Ex-US Attorneys smack down conservative activist's claims that it's too late to investigate Kavanaugh allegations
Carrie Severino (MSNBC)

A conservative activist who played a key role in Brett Kavanaugh's nomination agrees sexual assault allegations against him should be investigated -- but she insisted that time had passed and he should be confirmed anyway.

Carrie Severino, chief counsel and policy director at the Judicial Crisis Network, appeared Friday on MSNBC's "Morning Joe" to discuss Kavanaugh's testimony before the Senate Judiciary Committee -- which also heard from accuser Christine Blasey Ford.

"The experience Dr. Ford described is awful, but anyone who is outraged should be outraged particularly of the behavior of the Senate Democrat that came through several times," Severino said.

The conservative legal activist blamed Democrats for putting Ford through the hearing, but she said the California professor could not prove that Kavanaugh was her assailant.

"At the end of the day we still don't have any corroboration of her events, the witnesses she put there don't remember this party," Severino said. "Her lifelong friend says, 'I don't think I even know Brett Kavanaugh.'"

Severino suggested Ford was simply mistaken about which teenage boy tried to rape her, and she agreed an FBI investigation would have been "helpful" -- but she said the Senate should go ahead and vote despite the questions about Kavanaugh's past behavior.

"I think it would have been helpful, I suppose, to interview these witnesses beforehand by the FBI when Sen. Dianne Feinstein (D-CA) received this," Severino said. "That would have been the correct result."

Joyce White Vance, the former U.S. Attorney for the Northern District of Alabama, asked why she would not support such an investigation now, before the Senate votes.

"This is not a one- or two-day deadline, we've had this for two weeks," Severino insisted. "The Senate Judiciary Committee have been doing the same type of interviews that the FBI would do. Senate Democrats have had the opportunity to participate, in some cases they've been on the same calls and refused to ask questions out of spite, I suppose, because they keep saying only the FBI can ask questions. No, senators, this is your job."

Vance asked why senators had not been able to question Mark Judge, a former Kavanaugh friend who Ford placed in the room where the alleged assault took place.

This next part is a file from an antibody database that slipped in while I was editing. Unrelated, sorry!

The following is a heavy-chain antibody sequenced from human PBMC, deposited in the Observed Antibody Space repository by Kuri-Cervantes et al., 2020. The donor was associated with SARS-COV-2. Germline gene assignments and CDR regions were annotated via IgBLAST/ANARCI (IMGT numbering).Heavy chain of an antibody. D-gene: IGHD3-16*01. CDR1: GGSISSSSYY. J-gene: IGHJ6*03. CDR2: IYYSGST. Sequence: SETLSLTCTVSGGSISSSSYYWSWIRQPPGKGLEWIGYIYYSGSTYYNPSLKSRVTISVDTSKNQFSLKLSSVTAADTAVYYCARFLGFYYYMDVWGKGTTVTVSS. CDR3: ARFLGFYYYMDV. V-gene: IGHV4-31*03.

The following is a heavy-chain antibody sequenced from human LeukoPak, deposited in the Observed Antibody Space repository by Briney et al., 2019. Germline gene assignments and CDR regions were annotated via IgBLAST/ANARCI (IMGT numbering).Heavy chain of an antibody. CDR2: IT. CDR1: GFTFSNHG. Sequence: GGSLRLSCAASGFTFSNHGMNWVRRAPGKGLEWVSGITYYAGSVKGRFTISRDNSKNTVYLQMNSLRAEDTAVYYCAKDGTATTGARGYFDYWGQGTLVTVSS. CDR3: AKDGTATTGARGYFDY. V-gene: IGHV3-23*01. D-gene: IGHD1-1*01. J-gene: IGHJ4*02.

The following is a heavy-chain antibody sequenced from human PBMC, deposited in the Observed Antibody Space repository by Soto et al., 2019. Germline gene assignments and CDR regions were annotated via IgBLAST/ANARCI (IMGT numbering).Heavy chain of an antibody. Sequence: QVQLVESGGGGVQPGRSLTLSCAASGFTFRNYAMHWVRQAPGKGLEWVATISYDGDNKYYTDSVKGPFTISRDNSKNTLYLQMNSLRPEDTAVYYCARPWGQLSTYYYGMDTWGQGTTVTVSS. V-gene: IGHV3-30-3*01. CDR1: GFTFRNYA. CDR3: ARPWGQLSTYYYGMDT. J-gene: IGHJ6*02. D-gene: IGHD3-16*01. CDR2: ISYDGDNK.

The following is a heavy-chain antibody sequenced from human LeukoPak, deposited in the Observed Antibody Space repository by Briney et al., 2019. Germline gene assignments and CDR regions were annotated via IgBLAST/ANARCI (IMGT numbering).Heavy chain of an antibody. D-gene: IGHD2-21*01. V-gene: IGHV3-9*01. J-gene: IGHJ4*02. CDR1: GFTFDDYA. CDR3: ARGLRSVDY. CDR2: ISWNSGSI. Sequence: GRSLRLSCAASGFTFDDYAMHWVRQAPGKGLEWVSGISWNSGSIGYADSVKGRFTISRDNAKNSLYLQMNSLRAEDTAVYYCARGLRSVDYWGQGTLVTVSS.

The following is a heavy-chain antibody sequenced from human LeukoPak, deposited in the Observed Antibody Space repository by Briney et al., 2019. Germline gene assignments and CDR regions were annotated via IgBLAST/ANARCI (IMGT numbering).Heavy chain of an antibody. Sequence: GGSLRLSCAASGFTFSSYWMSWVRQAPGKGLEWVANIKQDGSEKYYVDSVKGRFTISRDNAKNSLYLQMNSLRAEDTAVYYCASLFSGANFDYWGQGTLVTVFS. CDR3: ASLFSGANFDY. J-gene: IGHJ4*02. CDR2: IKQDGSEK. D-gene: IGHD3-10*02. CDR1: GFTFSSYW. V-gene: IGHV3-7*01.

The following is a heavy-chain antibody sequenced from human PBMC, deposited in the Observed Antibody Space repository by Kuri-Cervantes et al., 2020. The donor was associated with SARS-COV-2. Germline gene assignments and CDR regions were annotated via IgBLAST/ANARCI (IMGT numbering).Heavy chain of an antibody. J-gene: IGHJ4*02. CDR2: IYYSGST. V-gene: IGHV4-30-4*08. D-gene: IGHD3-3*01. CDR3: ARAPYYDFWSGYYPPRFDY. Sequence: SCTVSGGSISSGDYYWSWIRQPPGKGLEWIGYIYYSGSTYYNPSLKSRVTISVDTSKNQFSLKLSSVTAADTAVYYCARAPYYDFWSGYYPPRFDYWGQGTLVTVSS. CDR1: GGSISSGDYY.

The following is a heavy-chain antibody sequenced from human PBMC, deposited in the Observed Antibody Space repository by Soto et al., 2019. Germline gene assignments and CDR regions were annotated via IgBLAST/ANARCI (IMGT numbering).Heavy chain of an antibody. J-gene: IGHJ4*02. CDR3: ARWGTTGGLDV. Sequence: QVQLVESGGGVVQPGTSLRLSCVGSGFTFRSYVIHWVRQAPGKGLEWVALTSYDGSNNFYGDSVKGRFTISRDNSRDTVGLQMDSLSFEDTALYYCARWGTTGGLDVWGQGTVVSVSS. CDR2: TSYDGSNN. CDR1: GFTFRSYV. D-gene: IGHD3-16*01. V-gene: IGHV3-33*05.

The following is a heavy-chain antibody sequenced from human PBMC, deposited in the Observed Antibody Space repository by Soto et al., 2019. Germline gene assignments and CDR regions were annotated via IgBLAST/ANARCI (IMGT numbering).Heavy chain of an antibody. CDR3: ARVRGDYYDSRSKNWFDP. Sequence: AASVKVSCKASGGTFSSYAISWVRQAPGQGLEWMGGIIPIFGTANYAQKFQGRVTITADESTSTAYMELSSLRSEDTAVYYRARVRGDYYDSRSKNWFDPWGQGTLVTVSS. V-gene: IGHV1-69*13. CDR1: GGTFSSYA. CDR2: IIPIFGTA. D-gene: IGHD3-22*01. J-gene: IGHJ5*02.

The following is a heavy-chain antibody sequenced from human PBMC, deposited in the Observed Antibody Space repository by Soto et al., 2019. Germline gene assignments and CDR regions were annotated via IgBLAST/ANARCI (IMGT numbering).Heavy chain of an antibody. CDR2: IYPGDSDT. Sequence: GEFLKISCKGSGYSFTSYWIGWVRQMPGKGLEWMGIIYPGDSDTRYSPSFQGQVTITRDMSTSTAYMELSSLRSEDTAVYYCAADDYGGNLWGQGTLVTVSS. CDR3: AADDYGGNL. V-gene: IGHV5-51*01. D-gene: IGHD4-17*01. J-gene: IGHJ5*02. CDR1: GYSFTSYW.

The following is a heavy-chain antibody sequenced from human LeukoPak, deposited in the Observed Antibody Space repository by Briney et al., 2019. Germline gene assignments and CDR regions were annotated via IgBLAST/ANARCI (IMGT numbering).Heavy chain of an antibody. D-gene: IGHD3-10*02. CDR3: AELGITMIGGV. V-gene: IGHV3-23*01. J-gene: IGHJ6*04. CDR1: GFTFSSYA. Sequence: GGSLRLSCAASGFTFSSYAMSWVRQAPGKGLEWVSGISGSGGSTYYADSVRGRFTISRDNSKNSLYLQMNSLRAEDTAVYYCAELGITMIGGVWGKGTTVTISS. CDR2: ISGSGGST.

"They have, they spoke to him twice," Severino said. "They received two different statements."

The former U.S. Attorney asked why senators had not interviewed or questioned Judge, who went into hiding at a Delaware beach house after Ford came forward -- and Severino blamed Democrats.

"The Senate Democrats were welcomed to do this, (but) they have boycotted the investigation process, even while claiming in the media they want an investigation," Severino said. "That is very disingenuous."

Vance asked whether the Democratic minority could issue a subpoena for Judge, who has refused to testify before the committee -- and Severino refused to say.

"I'm not sure how the subpoenas work," Severino said. "I know they interviewed Judge Kavanaugh several times. If the Democrats had wanted to, I believe they could have asked to interview Judge, as well, but they have simply said we don't want to participate in this process -- only the FBI can do it."

Daniel Goldman, former assistant U.S. Attorney for the Southern District of New York, knocked down several of Severino's claims after her appearance ended.

"I think there are a couple of problems," he said. "The Senate Committee staffers are not trained professional investigators. Two, the letter from Mark Judge is pretty meaningless, because what you would really need to do to properly interview him is get into a lot of the details of what was going on."

He pointed to a July 1, 1982, party referenced in Kavanaugh's contemporaneous calendars, which he wrote was attended by the same individuals identified by Ford as present on the date of her assault.

"You can easily figure out what house that was at, then could you figure out whether the description matches what Professor Ford talks about," Goldman said. "There are many ways to find corroboration or not corroboration, if you want."

"So we're left with a situation where because of the delays with Democrats and how they may have handled this, Carrie and others seem to be saying it doesn't matter any more," he added.